Theoretical expectations for alignment of three mirror telescopes have been described in recent literature. Thompson et al.6 discuss the optical aberrations generated by misalignment of a three mirror anastigmatic (TMA) telescope, such as for the future James Webb Space Telescope. The misalignment-induced aberrations that will most significantly affect the image quality are coma and astigmatism. Thompson et al. note that while coma can be effectively canceled by a combination of mirror tilt and decenter, the resulting mirror positions will not generally remove astigmatism due to misalignment. The astigmatism must be measured at multiple field positions to be fully characterized. In addition, they describe a field-asymmetric aberration that is intrinsic to the TMA optical design. Characterization of this field-asymmetric aberration aids alignment. Plans for alignment of the three-mirror Large Synoptic Survey Telescope (LSST) have been developed based on nodal aberration theory.7 The LSST team describes a method to construct a sparse sampling measurement of alignment prior to installation of the camera, and comparison of the measured aberrations with predicted sensitivities to misalignment. Their approach to alignment utilizes the nodal behavior of astigmatism to characterize mirror positioning. The LSST design, like that of a TMA or RC Cassegrain, presents bimodal astigmatism as the dominant misalignment induced aberration once 3rd order coma is corrected. Additional discussion of aberrations and alignment for a telescope with an arbitrary number of mirrors can be found in Ref. 8.

The SST is the first (to our knowledge) large three mirror telescope to achieve alignment in practice. The methods employed at the SST to align the telescope at zenith pointing are similar in spirit to the techniques described for two and three mirror telescopes. We obtain a quantitative measure of the magnitude and direction of optical aberrations manifest in the system wavefront using defocused image techniques. The algorithms of the DONUT program, which we adapt for use with the SST, generate a measurement of optical aberrations from a single defocused star.9 Comparison of the DONUT measured aberrations with the sensitivity analysis generated by a Zemax model of the as-built optical system leads to predictions for the required adjustments to mirror alignment. We accomplish the focus and alignment of the SST using a five-step iterative process to find the optimal mirror positions at a given temperature for the zenith pointing case.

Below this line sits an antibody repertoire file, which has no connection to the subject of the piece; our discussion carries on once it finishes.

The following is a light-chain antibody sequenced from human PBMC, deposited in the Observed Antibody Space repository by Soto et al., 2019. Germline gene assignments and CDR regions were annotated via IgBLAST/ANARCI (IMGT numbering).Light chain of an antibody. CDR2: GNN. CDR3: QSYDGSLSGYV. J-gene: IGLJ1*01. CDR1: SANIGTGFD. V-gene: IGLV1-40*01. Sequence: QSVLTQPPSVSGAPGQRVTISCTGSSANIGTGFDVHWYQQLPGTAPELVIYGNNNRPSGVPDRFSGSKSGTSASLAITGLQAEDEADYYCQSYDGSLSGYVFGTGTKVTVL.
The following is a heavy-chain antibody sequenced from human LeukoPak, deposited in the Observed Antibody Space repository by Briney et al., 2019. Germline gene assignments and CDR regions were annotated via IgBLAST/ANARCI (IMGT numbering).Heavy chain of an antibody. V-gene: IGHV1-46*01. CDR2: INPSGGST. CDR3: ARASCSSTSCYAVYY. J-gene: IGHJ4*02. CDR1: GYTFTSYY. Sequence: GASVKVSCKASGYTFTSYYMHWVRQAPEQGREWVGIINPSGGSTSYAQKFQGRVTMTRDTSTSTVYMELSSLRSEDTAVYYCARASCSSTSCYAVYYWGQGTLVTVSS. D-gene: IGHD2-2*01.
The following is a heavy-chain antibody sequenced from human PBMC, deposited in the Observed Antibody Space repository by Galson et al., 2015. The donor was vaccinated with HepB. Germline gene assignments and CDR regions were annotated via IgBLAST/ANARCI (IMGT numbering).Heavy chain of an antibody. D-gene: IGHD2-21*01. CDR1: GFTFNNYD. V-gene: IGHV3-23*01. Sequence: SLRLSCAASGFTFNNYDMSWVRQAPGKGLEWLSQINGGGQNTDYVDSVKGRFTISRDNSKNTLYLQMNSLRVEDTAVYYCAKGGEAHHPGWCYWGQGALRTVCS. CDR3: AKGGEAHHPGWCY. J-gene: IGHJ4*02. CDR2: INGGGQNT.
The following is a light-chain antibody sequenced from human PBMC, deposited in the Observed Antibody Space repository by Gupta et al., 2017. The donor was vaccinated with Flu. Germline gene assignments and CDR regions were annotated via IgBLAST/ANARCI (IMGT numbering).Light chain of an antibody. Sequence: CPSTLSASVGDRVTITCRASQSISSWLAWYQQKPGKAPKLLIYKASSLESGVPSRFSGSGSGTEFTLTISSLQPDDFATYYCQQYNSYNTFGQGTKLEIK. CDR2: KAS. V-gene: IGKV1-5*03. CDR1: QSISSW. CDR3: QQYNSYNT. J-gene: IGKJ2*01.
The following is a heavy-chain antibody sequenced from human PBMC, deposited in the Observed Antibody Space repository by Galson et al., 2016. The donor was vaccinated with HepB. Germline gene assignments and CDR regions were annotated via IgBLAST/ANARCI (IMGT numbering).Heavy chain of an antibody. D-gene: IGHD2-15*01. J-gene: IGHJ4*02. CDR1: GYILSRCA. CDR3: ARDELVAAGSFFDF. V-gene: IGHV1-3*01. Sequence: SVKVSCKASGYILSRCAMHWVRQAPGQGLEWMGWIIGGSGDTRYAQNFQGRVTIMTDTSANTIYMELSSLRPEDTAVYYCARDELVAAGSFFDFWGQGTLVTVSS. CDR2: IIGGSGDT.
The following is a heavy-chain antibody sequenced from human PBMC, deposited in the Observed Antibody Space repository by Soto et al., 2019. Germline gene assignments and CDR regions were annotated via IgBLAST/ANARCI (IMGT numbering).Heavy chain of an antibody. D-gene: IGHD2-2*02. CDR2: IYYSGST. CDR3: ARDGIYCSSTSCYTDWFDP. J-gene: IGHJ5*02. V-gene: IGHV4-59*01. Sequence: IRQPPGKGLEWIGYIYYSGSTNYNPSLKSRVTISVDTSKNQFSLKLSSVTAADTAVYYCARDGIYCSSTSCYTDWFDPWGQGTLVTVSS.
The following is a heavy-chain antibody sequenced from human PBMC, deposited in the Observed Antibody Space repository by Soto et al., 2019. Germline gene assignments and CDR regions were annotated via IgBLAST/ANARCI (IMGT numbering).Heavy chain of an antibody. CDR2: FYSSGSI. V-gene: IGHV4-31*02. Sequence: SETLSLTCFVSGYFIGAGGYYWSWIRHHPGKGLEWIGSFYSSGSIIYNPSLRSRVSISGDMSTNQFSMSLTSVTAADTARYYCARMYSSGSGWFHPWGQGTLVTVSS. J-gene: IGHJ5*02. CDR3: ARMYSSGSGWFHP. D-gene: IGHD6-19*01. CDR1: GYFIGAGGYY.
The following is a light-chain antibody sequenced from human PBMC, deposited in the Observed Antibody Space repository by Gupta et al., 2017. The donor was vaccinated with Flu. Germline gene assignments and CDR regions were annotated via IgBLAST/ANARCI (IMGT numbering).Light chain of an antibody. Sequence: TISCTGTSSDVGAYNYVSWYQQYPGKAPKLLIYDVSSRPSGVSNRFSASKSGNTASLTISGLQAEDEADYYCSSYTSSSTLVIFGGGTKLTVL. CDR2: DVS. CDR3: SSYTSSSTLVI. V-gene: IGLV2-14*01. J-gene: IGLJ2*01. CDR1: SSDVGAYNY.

After achieving optimal focus and alignment at zenith pointing, we then develop an elevation dependent focus and alignment model to correct for gravity sag. The elevation dependent corrections are applied real-time to maintain focus and alignment across all elevation angles. We likewise develop a model to describe the temperature dependent focus corrections. Real-time adjustments to focus as a function of mount structure temperature ensure that the system remains in focus as the temperature environment varies over the course of the night.

In this paper we describe the method that we developed for the focus and alignment of the SST and present quantitative measures of the alignment performance. Section 2 contains an introduction to the measurement and representation of wavefront aberrations; Sec. 3 describes the Zemax sensitivity analysis; Sec. 4 provides details on the focus and alignment method to achieve best focus at zenith pointing, including adjustments for different elevation angles in Sec. 4.1 and for temperature in Sec. 4.2. Section 5 provides performance results and Sec. 6 discusses applicability to other systems. We conclude in Sec. 7.


Measurement and Representation of Wavefront Aberrations

The telescope mirror alignment is accomplished through the measurement of optical aberrations present in the system. The shape of the wavefront produced by an optical system, W(ρ,θ), carries with it information on the optical aberrations of the system that generated it. A perfectly unaberrated wavefront is flat, as all rays traced through the optical system arrive at the exit pupil with zero path length differences. Aberrations can be described as path length differences resulting in deviations from flatness of the wavefront. For example, defocus is a radially symmetric aberration that increases with the square of the radial distance.

The Zernike polynomials provide a convenient representation of wavefront aberrations in an optical system because they form a complete basis that is orthogonal over the unit circle and have separable radial and angular contributions.10 The Zernike terms relate directly to the familiar low order aberrations, including tilt, defocus, coma, astigmatism, and spherical aberration.11 Figure 2 shows the wavefront aberrations in terms of the Zernike polynomials. The wavefront in terms of Zernike polynomials is defined as

where znm is the coefficient of best fit to the Zernike polynomial term. The Zernike coefficient tells the amount of associated optical aberration present in the optical system. A normalization factor, Nnm, is used to make the set of Zernike polynomials orthonormal.